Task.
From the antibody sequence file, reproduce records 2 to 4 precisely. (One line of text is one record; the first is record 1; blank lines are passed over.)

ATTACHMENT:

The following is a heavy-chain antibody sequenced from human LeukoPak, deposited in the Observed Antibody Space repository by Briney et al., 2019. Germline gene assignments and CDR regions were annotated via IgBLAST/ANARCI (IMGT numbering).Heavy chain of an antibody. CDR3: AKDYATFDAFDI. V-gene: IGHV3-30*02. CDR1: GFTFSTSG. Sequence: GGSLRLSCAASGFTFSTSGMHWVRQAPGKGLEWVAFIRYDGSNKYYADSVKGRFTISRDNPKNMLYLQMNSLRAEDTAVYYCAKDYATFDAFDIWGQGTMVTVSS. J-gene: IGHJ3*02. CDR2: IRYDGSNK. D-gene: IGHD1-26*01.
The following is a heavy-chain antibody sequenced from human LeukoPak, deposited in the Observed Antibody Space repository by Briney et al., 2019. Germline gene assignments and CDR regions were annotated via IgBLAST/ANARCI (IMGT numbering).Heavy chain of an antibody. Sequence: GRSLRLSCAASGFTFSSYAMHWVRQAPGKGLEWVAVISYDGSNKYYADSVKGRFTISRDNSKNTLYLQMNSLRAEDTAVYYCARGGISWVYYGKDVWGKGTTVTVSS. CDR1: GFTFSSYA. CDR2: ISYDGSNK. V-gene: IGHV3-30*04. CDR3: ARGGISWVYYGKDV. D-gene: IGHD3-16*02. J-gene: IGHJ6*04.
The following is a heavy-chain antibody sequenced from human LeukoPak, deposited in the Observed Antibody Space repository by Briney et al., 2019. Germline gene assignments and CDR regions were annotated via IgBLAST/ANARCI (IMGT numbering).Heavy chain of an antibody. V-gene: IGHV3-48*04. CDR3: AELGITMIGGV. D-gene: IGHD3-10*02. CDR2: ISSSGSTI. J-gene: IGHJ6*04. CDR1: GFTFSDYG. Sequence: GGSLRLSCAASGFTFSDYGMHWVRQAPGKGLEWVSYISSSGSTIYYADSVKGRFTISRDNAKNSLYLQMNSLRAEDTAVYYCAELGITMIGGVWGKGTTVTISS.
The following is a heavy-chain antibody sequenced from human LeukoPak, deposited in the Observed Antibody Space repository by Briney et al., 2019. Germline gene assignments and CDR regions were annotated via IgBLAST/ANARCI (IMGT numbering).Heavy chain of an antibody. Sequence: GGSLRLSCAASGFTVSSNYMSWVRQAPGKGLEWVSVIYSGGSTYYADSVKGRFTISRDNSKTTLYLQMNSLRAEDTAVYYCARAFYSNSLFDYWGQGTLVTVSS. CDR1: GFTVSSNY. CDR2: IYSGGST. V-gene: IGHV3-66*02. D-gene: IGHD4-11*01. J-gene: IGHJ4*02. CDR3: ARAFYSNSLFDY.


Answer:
The following is a heavy-chain antibody sequenced from human LeukoPak, deposited in the Observed Antibody Space repository by Briney et al., 2019. Germline gene assignments and CDR regions were annotated via IgBLAST/ANARCI (IMGT numbering).Heavy chain of an antibody. Sequence: GRSLRLSCAASGFTFSSYAMHWVRQAPGKGLEWVAVISYDGSNKYYADSVKGRFTISRDNSKNTLYLQMNSLRAEDTAVYYCARGGISWVYYGKDVWGKGTTVTVSS. CDR1: GFTFSSYA. CDR2: ISYDGSNK. V-gene: IGHV3-30*04. CDR3: ARGGISWVYYGKDV. D-gene: IGHD3-16*02. J-gene: IGHJ6*04.
The following is a heavy-chain antibody sequenced from human LeukoPak, deposited in the Observed Antibody Space repository by Briney et al., 2019. Germline gene assignments and CDR regions were annotated via IgBLAST/ANARCI (IMGT numbering).Heavy chain of an antibody. V-gene: IGHV3-48*04. CDR3: AELGITMIGGV. D-gene: IGHD3-10*02. CDR2: ISSSGSTI. J-gene: IGHJ6*04. CDR1: GFTFSDYG. Sequence: GGSLRLSCAASGFTFSDYGMHWVRQAPGKGLEWVSYISSSGSTIYYADSVKGRFTISRDNAKNSLYLQMNSLRAEDTAVYYCAELGITMIGGVWGKGTTVTISS.
The following is a heavy-chain antibody sequenced from human LeukoPak, deposited in the Observed Antibody Space repository by Briney et al., 2019. Germline gene assignments and CDR regions were annotated via IgBLAST/ANARCI (IMGT numbering).Heavy chain of an antibody. Sequence: GGSLRLSCAASGFTVSSNYMSWVRQAPGKGLEWVSVIYSGGSTYYADSVKGRFTISRDNSKTTLYLQMNSLRAEDTAVYYCARAFYSNSLFDYWGQGTLVTVSS. CDR1: GFTVSSNY. CDR2: IYSGGST. V-gene: IGHV3-66*02. D-gene: IGHD4-11*01. J-gene: IGHJ4*02. CDR3: ARAFYSNSLFDY.